A Letter to Readers

a note from

Dear Readers,

There is so much I want to tell you.  I could personalize this post to my specific readers but that’ll be for another day.  First I’d like to share some things with you.  As an author, I am familiar with a different side of publishing/reading/writing than a reader is.  I’ve conjured a list of things we writers/authors want you to know that you might not.

Here goes…

1. Leave reviews

I’m sure you hear this one all the time.  Why?  Because people read reviews and based on what others have said, they will either be tempted to buy or not to buy a book.  So whether you loved or hated a book, rate it. (see number 5 on reviewing etiquette).  Also we love knowing what you’ve thought of our book.

2. If you ask to review a book for an author, most likely they will give you a free book

Also you get a chance to meet the brains behind the awesomeness. That’s worth it right??  So if you like an author’s books, send them a message and ask them about it.  I’m sure you’d get a yes.

3. Don’t be afraid to approach us/message us

We LOVE praise, and talking about our books.  If you want to talk to me about how sexy you think Caleb or Christian are I would love to gush with you.  Also by contacting us, whether it’d for something bad or good, you give us insight about what our readers think and we are always looking for feedback.

4. Consider being a beta reader

If you love books and want free ones, there are millions of writers willing to give them to you.  Granted, they are rough drafts so they won’t be perfect.  This gives you a chance to give valuable input to an author and maybe add some of your ideas into the story line.  You can’t do that after a book’s published.

5. Don’t review a book unless you’re going to give it three or more stars

Okay, now some people may disagree with me, but this is my opinion.  If you hated a book that much don’t leave a review, especially when the book has only a few (or no) reviews.  This can be detrimental to an author and affect their sales.  Everyone has their likes and dislikes, and just because you hated it, doesn’t mean someone else will.  So if you hate it, don’t leave a review because most likely you and the book were incompatible.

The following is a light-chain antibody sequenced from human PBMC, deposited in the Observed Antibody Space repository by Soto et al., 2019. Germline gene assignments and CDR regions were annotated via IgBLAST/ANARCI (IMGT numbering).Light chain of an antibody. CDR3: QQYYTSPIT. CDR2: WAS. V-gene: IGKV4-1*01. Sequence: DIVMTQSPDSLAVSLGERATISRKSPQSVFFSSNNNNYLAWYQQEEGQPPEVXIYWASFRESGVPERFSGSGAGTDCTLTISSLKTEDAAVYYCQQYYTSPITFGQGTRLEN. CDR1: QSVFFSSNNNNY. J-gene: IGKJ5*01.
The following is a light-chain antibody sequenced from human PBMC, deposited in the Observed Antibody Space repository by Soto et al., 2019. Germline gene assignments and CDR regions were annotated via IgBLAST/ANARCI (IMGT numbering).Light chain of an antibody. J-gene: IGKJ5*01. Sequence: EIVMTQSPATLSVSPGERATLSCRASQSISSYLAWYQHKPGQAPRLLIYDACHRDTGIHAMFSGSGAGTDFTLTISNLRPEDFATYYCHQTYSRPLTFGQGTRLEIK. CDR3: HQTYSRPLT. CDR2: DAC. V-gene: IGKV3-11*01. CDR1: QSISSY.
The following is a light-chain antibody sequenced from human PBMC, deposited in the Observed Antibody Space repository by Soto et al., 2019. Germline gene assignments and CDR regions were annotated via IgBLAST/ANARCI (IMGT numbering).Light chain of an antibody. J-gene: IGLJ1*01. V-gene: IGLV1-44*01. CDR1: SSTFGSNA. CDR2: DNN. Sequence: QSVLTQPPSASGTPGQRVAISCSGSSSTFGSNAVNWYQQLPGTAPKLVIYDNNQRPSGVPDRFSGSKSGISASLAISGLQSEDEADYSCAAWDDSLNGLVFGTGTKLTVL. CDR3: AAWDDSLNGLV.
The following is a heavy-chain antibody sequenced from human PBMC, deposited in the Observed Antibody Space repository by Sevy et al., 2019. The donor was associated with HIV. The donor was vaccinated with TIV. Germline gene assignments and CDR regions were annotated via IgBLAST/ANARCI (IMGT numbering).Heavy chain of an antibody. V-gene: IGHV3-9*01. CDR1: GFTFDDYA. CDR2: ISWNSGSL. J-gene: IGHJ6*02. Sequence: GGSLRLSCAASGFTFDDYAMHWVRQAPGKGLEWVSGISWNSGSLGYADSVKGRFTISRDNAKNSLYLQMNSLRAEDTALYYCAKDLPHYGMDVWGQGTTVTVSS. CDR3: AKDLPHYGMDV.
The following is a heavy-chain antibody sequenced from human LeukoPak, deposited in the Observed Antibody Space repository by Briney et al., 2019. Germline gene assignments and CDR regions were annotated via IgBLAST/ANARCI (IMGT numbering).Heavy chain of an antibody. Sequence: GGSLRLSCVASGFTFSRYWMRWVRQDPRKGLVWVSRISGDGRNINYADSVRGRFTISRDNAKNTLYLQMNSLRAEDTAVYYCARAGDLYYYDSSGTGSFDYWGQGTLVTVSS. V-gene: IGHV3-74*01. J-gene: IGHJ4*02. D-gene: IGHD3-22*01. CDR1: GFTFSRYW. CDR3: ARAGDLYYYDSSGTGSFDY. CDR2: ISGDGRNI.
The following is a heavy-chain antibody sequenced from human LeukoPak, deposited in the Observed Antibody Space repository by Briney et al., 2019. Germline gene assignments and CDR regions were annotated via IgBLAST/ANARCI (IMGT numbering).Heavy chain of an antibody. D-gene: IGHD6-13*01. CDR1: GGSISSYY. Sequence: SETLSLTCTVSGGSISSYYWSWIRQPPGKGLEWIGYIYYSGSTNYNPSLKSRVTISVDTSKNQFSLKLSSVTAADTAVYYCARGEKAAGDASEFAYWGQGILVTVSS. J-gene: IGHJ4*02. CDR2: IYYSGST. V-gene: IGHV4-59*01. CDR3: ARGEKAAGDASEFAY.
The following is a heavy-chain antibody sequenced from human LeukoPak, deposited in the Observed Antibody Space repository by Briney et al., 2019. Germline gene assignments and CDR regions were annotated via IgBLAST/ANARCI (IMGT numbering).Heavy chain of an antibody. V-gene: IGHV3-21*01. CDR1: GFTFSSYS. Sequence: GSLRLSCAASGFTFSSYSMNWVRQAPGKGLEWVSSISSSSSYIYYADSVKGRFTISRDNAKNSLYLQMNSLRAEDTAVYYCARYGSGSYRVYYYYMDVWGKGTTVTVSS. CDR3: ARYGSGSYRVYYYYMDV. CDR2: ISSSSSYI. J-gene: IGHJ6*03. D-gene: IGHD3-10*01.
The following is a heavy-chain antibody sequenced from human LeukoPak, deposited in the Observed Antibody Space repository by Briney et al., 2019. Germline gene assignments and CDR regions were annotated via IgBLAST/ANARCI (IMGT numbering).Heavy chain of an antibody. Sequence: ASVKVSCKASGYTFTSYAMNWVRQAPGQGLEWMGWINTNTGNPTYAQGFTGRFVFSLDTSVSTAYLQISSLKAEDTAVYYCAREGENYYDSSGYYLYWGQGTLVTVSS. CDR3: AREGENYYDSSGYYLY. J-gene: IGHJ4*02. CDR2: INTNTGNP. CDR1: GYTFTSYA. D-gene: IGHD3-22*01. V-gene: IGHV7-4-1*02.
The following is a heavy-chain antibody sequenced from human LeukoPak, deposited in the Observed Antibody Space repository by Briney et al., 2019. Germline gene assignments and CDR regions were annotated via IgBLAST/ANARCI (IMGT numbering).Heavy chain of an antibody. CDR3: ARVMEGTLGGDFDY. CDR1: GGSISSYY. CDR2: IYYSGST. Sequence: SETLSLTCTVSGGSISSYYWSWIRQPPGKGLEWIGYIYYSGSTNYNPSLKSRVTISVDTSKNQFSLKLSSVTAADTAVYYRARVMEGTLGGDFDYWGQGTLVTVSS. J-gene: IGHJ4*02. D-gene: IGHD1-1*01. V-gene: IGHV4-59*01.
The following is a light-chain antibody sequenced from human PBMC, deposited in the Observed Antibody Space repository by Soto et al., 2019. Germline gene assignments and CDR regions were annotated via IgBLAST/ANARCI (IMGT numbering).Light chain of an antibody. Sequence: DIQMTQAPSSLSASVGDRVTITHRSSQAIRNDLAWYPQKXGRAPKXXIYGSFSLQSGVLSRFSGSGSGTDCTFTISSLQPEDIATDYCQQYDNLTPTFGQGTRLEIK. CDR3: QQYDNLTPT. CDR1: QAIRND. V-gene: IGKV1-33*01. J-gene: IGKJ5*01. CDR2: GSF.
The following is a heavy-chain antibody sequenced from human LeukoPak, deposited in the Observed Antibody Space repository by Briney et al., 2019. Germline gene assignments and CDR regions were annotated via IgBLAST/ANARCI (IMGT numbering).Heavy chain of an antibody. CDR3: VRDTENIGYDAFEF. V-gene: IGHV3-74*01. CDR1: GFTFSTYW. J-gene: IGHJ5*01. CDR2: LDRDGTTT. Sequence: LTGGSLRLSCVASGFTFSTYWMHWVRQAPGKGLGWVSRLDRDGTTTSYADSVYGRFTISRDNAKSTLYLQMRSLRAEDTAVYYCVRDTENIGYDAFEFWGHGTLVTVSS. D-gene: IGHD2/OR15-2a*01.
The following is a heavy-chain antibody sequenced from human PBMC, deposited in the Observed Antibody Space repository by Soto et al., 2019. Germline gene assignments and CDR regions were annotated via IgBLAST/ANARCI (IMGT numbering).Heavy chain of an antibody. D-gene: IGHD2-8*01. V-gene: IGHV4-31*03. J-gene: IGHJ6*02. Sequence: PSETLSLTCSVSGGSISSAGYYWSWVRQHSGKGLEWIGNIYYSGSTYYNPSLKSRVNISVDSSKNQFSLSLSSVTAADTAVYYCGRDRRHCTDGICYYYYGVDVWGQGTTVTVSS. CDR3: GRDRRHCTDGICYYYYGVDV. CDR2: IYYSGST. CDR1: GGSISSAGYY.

A final note to add here-never write anything on the internet that you couldn’t say to someone’s face.  I think that should be a rule.  So don’t write something nasty just because you’re hiding behind a computer screen.

6. Don’t pirate our books

Initiation is on a torrent.  Everywhere, I swear.  Not only did I miss out on all the royalties for all those books downloaded, it’s illegal.  So please, buy our books, don’t steal or share them.  And if you downloaded a pirated version of Initiation (I know there are hundreds of you who did), leave a review at least!  Come on!

7.  Have a blog or share on social media what you’re reading

Even if it’s just a one sentence thing telling what book you’ve read or are currently reading.  It could be a post on facebook, a tweet or a review on goodreads.  It gives us exposure and helps us reach more readers.  It’s a little thing but it goes a long way.

8.  Please, please, if you have a major issue with our books contact us before posting it on the internet

This one is mostly aimed at self pub authors.  Okay, so we know most self pubs can’t afford an editor and there are usually a lot of grammatical errors in their books.  But instead of posting a nasty review saying how bad of a writer they are and how their stuff was filled with errors, tell them about it-in private.  It’s easy to contact us, almost all of us are on social media.  So shoot us a simple message telling us about it. Keep in mind, your review is permanent and will follow them around even after they ‘fix’ the grammar issues in a later version.